B.C.’s carbon tax has been called both elegant and a template for the rest of the world. Because it increases taxes on things we don’t want (emissions), reduces taxes on things we do want (income), is popular with the public and has actually worked to reduce the province’s carbon footprint, it’s been called a win-win-win-win.
So how does it work?
Pretty simply: if you burn fossil fuels (oil, gasoline, natural gas, etc.), you pay the tax. British Columbians see the tax on their heating bills and at the pump when they fill up their cars. But because the system is designed to be revenue neutral, British Columbians also see the benefits of the tax feeding back into the system, benefiting consumers through tax credits and breaks.
Every dollar collected by the government through the tax (approximately $1 billion annually) is funnelled back to the people of B.C.
The system also has the highest price on carbon pollution: $30 per tonne — although B.C. got there gradually growing from $10 per tonne in 2008 to $30 in 2012.[view:in_this_series=block_1]
As in Quebec’s system, this gradual price increase gave businesses and British Columbians time to adjust to the incremental rise in costs. In 2008, the carbon tax resulted in a two-cent increase on a litre of gas.
Unlike Alberta’s carbon levy and cap and trade, this $30 must be paid on every single tonne emitted. They are no ‘caps’ on emissions with the carbon tax: the price alone is meant to drive down emissions.
A report released in 2013 — five years into the carbon tax — showed the system had been a resounding success: within four years, B.C.’s per person fuel consumption had dropped 17.4 per cent while in the rest of Canada that number grew by 1.5 per cent.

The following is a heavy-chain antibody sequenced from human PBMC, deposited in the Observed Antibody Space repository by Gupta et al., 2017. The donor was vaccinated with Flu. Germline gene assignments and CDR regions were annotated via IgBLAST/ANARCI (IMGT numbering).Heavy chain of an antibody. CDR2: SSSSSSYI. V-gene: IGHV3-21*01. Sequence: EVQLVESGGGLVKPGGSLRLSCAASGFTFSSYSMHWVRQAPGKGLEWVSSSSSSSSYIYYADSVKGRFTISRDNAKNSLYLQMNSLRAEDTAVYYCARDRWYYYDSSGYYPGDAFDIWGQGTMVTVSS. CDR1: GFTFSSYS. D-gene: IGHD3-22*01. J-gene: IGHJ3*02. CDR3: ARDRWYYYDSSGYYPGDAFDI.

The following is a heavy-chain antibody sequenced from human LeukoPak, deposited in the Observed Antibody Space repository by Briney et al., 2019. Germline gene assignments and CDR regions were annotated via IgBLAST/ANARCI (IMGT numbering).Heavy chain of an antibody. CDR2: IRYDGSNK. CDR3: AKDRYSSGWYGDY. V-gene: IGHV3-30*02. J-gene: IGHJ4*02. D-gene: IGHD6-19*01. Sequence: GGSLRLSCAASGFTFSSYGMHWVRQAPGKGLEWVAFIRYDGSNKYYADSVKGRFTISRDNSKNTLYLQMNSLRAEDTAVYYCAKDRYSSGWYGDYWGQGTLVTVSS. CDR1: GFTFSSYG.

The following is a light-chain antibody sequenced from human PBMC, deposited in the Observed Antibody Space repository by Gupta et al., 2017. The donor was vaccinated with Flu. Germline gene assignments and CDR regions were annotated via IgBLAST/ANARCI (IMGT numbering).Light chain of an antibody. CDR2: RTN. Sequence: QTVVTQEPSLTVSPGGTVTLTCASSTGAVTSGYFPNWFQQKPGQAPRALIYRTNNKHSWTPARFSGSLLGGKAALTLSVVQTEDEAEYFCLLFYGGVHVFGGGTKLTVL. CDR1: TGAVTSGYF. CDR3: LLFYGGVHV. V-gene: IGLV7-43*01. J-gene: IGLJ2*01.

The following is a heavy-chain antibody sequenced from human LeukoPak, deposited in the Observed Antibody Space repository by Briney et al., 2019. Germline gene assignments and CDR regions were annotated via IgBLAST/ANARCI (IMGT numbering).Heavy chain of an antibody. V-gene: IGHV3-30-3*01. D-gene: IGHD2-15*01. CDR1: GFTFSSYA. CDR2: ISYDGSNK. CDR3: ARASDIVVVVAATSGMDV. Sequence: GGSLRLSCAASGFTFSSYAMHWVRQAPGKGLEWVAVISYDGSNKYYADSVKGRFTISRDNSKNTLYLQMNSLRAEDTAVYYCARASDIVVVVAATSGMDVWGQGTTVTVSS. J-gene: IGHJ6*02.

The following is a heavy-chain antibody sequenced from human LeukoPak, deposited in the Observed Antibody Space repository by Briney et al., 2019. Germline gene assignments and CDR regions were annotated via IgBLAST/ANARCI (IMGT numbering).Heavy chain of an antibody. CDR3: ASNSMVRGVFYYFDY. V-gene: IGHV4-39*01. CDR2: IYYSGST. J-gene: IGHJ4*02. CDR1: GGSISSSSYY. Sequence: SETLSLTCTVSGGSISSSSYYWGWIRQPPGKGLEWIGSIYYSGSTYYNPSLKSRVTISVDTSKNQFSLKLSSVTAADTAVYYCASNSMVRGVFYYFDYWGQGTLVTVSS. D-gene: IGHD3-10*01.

Total carbon emissions also dropped by 10 per cent during that time while the B.C. economy continued strong. And, amazingly, the carbon pricing mechanism is B.C.’s most popular tax. Who knew there was such a thing?
There are some downsides to B.C.’s prized carbon tax, however.
B.C.’s revenue neutral model means taxes collected are immediately returned to the system and aren’t redirected toward renewable energy, for example.
In the Alberta and Quebec systems, revenue on allowances or credits makes its way into clean technology or green funds.
The biggest stain on the carbon tax’s nearly spotless reputation is B.C.’s booming natural gas sector. Due to loopholes, the gas industry is exempted from paying for enormous amounts of vented and fugitive methane emissions or for enormous refrigeration facilities used to cool natural gas to create liquefied natural gas (LNG).
And the Christy Clark government’s push for massive LNG exports will likely prevent B.C. from meeting its goal of a 33 per cent reduction in emissions by 2020.
Image Credit: Magnus Larsson via Flickr